Minimum wage increases occur in the income zone where these phase-out and threshold effects are most severe. Suburban teenagers who do not qualify for these benefits would enjoy the full benefit from a higher wage rate (assuming they kept their jobs). But low-income adults receiving government assistance would forfeit much of the economic value of their higher pay.

The government has created a system in which low-income adults benefit little from moderate increases in their pay—either through working longer hours, earning a raise, or a higher minimum wage. This is one of the reasons that just 9 percent of adults in families living below the poverty line work full-time year-round. They are responding rationally to the incentives the government has created.

Q: In response to your concern about work disincentives, it was suggested that if you were opposed to minimum wage increases due to the effect government social program phase-outs have in consuming most of the additional resulting income, then you must be in favor of increasing government benefits, or vice versa. It was asserted that by advocating against increasing the minimum wage as well as against increasing government benefits, you were arguing “two absolutely contradictory points.” Please explain and clarify your position on how the Federal government should modify government benefit phase-outs to reduce disincentives to work, and how that position relates to the proposed minimum wage increase.

A: Government social programs create extremely high effective marginal tax rates for low-income families. That is to say, as their income rises—either through a raise or a minimum wage hike—they both pay more in taxes and lose benefits. Many families with hourly earnings near the federal minimum wage face effective tax rates in excess of 70 percent—and in some cases over 100 percent—if their pay increased by one to three dollars an hour.

These punishingly high effective tax rates occur because of federal welfare programs. Congress never coordinated their phase-out rates across programs—consequently workers lose benefits from multiple programs at once over the same income zone. Congress should restructure these programs, such as by having them phase out sooner, to limit effective tax rates to no more than 50 percent over any income zone.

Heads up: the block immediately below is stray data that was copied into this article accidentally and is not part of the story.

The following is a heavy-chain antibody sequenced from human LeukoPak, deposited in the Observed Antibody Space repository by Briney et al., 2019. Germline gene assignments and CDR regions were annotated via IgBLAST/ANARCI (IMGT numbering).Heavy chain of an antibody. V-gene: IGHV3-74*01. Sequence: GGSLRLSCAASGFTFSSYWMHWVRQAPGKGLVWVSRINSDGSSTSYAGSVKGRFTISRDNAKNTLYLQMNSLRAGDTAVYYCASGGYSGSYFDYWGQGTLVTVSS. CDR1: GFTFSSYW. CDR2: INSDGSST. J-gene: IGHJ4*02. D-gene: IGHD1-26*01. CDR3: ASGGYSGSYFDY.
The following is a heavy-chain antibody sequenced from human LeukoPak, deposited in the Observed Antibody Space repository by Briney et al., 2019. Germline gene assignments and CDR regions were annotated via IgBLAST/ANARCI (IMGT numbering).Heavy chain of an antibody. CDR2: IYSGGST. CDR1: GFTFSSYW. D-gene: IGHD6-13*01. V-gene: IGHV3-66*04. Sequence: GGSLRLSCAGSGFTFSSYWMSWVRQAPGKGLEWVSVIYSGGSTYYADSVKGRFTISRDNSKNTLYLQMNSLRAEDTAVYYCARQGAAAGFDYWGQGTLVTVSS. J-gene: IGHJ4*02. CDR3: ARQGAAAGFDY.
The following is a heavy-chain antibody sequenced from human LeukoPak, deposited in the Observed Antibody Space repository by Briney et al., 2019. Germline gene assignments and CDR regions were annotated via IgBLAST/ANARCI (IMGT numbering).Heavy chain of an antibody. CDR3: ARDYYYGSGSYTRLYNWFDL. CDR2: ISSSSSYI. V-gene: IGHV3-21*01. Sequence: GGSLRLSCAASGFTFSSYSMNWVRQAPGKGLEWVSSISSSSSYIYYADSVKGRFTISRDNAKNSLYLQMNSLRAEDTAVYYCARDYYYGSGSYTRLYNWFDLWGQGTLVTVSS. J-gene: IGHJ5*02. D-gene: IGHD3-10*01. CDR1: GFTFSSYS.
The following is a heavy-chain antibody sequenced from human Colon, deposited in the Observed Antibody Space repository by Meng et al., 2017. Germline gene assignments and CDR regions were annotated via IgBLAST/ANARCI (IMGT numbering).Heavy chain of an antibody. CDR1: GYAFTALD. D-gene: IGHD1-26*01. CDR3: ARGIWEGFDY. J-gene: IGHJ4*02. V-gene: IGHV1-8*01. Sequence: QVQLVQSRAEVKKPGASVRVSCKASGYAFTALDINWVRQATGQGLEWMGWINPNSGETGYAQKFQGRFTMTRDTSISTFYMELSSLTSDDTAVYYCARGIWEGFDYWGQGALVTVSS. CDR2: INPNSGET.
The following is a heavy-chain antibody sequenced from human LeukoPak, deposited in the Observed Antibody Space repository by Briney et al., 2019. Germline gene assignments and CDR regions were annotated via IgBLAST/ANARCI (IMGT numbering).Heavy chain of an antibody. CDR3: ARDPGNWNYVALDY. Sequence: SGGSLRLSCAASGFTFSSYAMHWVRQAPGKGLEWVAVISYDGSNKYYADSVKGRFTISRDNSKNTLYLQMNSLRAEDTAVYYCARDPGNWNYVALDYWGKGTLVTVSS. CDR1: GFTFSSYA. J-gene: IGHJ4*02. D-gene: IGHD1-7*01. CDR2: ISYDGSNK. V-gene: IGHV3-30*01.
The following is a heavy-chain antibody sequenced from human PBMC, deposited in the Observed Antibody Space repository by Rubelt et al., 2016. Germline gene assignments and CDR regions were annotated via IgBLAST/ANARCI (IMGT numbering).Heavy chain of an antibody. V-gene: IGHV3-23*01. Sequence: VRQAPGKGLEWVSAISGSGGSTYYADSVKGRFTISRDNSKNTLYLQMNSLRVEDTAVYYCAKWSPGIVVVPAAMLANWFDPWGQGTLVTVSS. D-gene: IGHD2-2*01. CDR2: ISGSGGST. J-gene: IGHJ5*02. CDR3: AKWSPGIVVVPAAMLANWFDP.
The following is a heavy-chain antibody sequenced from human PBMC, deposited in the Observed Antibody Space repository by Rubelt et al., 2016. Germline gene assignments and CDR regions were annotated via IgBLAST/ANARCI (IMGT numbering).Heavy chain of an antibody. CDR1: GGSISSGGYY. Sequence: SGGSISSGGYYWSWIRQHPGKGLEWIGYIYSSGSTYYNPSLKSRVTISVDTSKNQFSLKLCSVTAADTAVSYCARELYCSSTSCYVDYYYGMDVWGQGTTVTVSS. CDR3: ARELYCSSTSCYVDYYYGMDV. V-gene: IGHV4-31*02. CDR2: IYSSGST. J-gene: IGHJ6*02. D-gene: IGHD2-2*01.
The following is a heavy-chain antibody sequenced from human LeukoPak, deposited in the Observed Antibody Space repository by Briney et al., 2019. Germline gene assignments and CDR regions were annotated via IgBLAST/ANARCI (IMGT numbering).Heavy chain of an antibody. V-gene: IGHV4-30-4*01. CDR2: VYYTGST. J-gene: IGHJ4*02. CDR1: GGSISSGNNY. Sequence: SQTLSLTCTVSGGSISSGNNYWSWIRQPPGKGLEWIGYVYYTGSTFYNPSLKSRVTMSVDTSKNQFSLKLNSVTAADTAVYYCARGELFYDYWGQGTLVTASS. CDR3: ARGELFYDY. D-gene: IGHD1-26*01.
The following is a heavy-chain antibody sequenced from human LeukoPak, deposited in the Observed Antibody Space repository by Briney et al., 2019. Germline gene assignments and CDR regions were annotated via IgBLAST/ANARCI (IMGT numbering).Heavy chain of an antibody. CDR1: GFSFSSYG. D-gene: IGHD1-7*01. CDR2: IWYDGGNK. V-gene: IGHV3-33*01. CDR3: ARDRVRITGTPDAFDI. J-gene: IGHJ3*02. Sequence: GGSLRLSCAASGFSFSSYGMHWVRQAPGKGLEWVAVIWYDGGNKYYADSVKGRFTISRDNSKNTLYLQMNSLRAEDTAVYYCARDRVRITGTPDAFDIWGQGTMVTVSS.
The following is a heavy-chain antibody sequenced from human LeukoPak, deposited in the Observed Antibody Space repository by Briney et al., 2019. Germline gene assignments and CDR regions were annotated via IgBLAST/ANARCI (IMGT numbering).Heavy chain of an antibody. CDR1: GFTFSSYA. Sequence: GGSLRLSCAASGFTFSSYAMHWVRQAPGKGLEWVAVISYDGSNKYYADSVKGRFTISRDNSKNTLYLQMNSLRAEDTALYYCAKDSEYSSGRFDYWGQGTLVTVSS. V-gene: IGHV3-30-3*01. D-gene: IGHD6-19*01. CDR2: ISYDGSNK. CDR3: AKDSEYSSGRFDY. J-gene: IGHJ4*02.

Without such a reform, a minimum wage increase can do little to help low-income families, even if they keep their jobs. The same applies to raises low-income families earn without federal intervention. Two-thirds of minimum wage workers earn a raise within a year, but those living near poverty experience little net financial benefit from this pay increase. The structure of social assistance programs discourages workers from gaining the experience and skills that would enable them to rise out of poverty.

Q: You testified about the effects of large minimum wage increases on the economy of American Samoa. Do these effects provide any lessons for the United States in considering whether to increase the Federal minimum wage? Please explain.

A: The federal minimum wage affects very few Americans—less than three percent of all workers. Changes in the minimum wage, while significant for those impacted, have little aggregate effect on the economy. Consequently advocates of a higher minimum wage can argue, with little risk of contradiction, that minimum wage hikes stimulate the economy—it is difficult for economists to tease out the small effects of the higher minimum wage from other factors impacting GDP. Supporters of raising the minimum wage now routinely argue that it would give workers more money, leading them to spend more, stimulating demand and the overall economy.

American Samoa put these theories squarely to the test. Congress planned to gradually increase American Samoa’s minimum wage to the federal level of $7.25 an hour. At that rate it would have covered 80 percent of all hourly workers in the territory’s economy—the equivalent of a $20 an hour increase in the continental United States. Congress suspended the minimum wage increase when it got to $4.76 an hour. At that point it covered two-thirds of employees in the tuna canning industry, the territory’s largest industry.

Such a large increase in the minimum wage had a large and visible impact on American Samoa. But it did not increase purchasing power, stimulate demand, or raise living standards. Instead the tuna canning industry contracted sharply and unemployment septupled from 5 percent to 36 percent; higher than anything America experienced during the Great Depression.[19] While wages grew, inflation grew faster, and so inflation-adjusted pay fell 11 percent.[20] The islands’ Democratic governor attributed virtually all of this economic damage to the minimum wage hike and begged Congress to suspend the increases.[21]

American Samoa’s experience demonstrates that minimum wage hikes do not produce virtuous self-reinforcing economic cycles that lead to general prosperity and growth. It also shows that employers respond to higher minimum wages the way economic theory suggests: by hiring fewer workers. Congress should weigh these costs carefully as it considers minimum wage increases. Congress had good intentions when it raised the minimum wage, but the hike hurt many of the workers Congress wanted to help.